*SPOILER ALERT*
This novel is very well-written and very atmospheric, however, I was still a bit disappointed in the end. It didn't take a lot of pages to figure out that Mary Katherine was indeed the murderer and that Constance out of love for her much younger sister has decided to play the martyr. Mary Katherine has episodes of bizarre behaviour and she isn't a very likeable character. In fact she seems to be ultimately dangerous. Constance is the one we feel sorry for. I felt like shaking her a few times and saying, "Constance! Leave this house! Leave your sister!" In fact there's almost a sigh of relief when a new person appears on the scene in the person of cousin Charles. However, he soon proves to be just a greedy and terrible person. In spite of that, I was still hoping Constance would run away and escape with Charles. At least she'd be out in the real world and then maybe find herself.
I was disappointed because the novel didn't turn out like I expected and the ending of the two sisters now living in total and complete isolation was just too dreary a thought. Readers have described the novel as claustrophobic and yes I definitely agree. In hindsight though, I understand that this is the feeling that Shirley Jackson wanted from her readers. Aside from claustrophobia, also helplessness, frustration and anger. And maybe I just didn't like having those feelings... But I do appreciate what Jackson succeded in doing. It is definitely a classic but I just can't put it on my list of favourites. It's too disturbing.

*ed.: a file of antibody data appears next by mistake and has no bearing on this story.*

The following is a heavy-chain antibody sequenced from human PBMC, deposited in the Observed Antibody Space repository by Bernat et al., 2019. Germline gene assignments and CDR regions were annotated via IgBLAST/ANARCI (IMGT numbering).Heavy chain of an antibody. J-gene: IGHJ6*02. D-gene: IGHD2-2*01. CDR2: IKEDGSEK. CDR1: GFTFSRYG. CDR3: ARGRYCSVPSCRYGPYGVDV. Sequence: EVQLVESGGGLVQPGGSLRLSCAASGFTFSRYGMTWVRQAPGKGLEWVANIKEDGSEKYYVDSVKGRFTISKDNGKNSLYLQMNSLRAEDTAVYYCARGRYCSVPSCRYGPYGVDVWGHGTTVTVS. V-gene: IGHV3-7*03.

Is this a creepy novel? Yes, it is creepy but in truth, it's more sad than scary.

Tuesday, October 13, 2009

And so we begin...

I've come to realise that I follow quite a lot of book blogs and there are so many group reads and challenges going on that I'd love to be a part of. I first contemplated turning my food blog into a book one as well but I quickly discarded that idea and just decided to create the Literary Stew. I'm not a fast reader so I don't expect to post as often as other book bloggers but at least this gives me a space to post my thoughts on my latest reads and join in the fun with other readers.